What’s next

The nature of political risk is changing, with the apparent end of the US-dominated globalisation system and a growing regulatory reaction to inequality. As a result, the incorporation of political risk into corporate planning cycles is becoming more operationally focused and shorter term.

The incorporation of political risk into operational decision-making will require an increasing mix between qualitative and quantitative analysis in order to “inform, warn and persuade” different internal and external stakeholders.

Leading companies have suffered political risk losses, and agree that geopolitical risk levels and volatility have risen. For external stakeholders, a limited understanding of these losses and potential exposure to future losses is prompting a tide change: political risk is set to become an active fiduciary responsibility, for which investors will increasingly hold senior management and the board to account.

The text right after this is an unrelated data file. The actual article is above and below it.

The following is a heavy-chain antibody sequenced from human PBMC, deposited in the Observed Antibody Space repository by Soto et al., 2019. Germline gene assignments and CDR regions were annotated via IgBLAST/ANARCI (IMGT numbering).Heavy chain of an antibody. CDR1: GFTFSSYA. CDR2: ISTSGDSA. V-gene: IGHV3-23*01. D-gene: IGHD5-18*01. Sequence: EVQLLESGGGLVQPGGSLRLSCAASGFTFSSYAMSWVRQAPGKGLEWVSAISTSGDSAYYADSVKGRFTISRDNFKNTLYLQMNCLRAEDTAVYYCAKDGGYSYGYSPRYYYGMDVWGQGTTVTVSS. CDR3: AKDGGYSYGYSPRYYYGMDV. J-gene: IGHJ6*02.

Growing institutional pressure is likely to mean that companies will, over time, be compelled to benchmark political risk exposure and capabilities against their peers, which will present many organisational challenges. While some corporations are already responding proactively, building new capabilities and adopting new mitigation techniques, will depend on:

  • A change in perception. Global corporations must regard effective management of political risk as a requirement to do business, not simply a cost of doing business.
  • A change in organisational design. The political risk function must integrate itself into decision-making processes across the organisation by effectively supporting business risks and opportunities.

If done correctly, this will strengthen the political risk function’s ability to, for instance, push a negative non-consensus view against a Sales department focused on the topline, or a country that wants investment for growth. At the moment, the disparity and informality of frameworks limit the risk function’s influence to stakeholders that “speak the same language”.